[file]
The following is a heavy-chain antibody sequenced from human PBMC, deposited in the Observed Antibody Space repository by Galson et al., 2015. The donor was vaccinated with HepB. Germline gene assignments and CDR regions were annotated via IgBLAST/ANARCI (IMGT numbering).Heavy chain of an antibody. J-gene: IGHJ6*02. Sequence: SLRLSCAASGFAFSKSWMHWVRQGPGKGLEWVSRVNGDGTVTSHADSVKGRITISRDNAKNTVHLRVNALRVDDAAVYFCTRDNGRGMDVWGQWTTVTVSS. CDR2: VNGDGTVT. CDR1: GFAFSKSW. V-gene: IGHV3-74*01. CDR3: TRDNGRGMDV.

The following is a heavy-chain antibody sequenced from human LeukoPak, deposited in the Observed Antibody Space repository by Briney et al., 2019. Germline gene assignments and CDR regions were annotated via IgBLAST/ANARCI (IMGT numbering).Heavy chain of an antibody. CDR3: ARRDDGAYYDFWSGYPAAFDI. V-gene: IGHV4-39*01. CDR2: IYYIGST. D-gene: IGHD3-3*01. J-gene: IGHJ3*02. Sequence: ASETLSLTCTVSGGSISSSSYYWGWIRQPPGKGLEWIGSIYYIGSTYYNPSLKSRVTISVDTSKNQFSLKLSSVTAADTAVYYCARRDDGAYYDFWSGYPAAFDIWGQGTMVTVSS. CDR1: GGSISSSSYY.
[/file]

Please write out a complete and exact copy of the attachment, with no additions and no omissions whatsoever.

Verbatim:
The following is a heavy-chain antibody sequenced from human PBMC, deposited in the Observed Antibody Space repository by Galson et al., 2015. The donor was vaccinated with HepB. Germline gene assignments and CDR regions were annotated via IgBLAST/ANARCI (IMGT numbering).Heavy chain of an antibody. J-gene: IGHJ6*02. Sequence: SLRLSCAASGFAFSKSWMHWVRQGPGKGLEWVSRVNGDGTVTSHADSVKGRITISRDNAKNTVHLRVNALRVDDAAVYFCTRDNGRGMDVWGQWTTVTVSS. CDR2: VNGDGTVT. CDR1: GFAFSKSW. V-gene: IGHV3-74*01. CDR3: TRDNGRGMDV.

The following is a heavy-chain antibody sequenced from human LeukoPak, deposited in the Observed Antibody Space repository by Briney et al., 2019. Germline gene assignments and CDR regions were annotated via IgBLAST/ANARCI (IMGT numbering).Heavy chain of an antibody. CDR3: ARRDDGAYYDFWSGYPAAFDI. V-gene: IGHV4-39*01. CDR2: IYYIGST. D-gene: IGHD3-3*01. J-gene: IGHJ3*02. Sequence: ASETLSLTCTVSGGSISSSSYYWGWIRQPPGKGLEWIGSIYYIGSTYYNPSLKSRVTISVDTSKNQFSLKLSSVTAADTAVYYCARRDDGAYYDFWSGYPAAFDIWGQGTMVTVSS. CDR1: GGSISSSSYY.